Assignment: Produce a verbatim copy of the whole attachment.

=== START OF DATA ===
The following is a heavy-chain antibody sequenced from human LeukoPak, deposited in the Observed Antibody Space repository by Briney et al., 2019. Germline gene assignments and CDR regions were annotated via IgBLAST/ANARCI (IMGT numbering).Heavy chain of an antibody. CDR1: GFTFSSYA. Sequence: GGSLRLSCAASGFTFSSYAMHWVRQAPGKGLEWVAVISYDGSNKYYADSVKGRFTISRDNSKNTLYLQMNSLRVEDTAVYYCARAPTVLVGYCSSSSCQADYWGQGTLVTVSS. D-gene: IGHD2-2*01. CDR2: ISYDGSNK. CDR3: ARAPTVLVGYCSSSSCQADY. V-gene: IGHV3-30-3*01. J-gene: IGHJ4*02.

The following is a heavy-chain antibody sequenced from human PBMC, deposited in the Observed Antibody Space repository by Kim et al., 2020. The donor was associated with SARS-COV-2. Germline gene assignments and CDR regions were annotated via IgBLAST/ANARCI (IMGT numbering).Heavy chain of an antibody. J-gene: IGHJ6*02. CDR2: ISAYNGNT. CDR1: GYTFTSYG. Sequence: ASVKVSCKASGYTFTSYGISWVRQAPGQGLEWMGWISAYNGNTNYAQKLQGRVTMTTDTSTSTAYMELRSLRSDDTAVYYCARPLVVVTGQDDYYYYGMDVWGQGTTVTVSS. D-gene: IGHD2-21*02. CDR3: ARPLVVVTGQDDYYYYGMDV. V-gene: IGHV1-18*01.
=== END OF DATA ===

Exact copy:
The following is a heavy-chain antibody sequenced from human LeukoPak, deposited in the Observed Antibody Space repository by Briney et al., 2019. Germline gene assignments and CDR regions were annotated via IgBLAST/ANARCI (IMGT numbering).Heavy chain of an antibody. CDR1: GFTFSSYA. Sequence: GGSLRLSCAASGFTFSSYAMHWVRQAPGKGLEWVAVISYDGSNKYYADSVKGRFTISRDNSKNTLYLQMNSLRVEDTAVYYCARAPTVLVGYCSSSSCQADYWGQGTLVTVSS. D-gene: IGHD2-2*01. CDR2: ISYDGSNK. CDR3: ARAPTVLVGYCSSSSCQADY. V-gene: IGHV3-30-3*01. J-gene: IGHJ4*02.

The following is a heavy-chain antibody sequenced from human PBMC, deposited in the Observed Antibody Space repository by Kim et al., 2020. The donor was associated with SARS-COV-2. Germline gene assignments and CDR regions were annotated via IgBLAST/ANARCI (IMGT numbering).Heavy chain of an antibody. J-gene: IGHJ6*02. CDR2: ISAYNGNT. CDR1: GYTFTSYG. Sequence: ASVKVSCKASGYTFTSYGISWVRQAPGQGLEWMGWISAYNGNTNYAQKLQGRVTMTTDTSTSTAYMELRSLRSDDTAVYYCARPLVVVTGQDDYYYYGMDVWGQGTTVTVSS. D-gene: IGHD2-21*02. CDR3: ARPLVVVTGQDDYYYYGMDV. V-gene: IGHV1-18*01.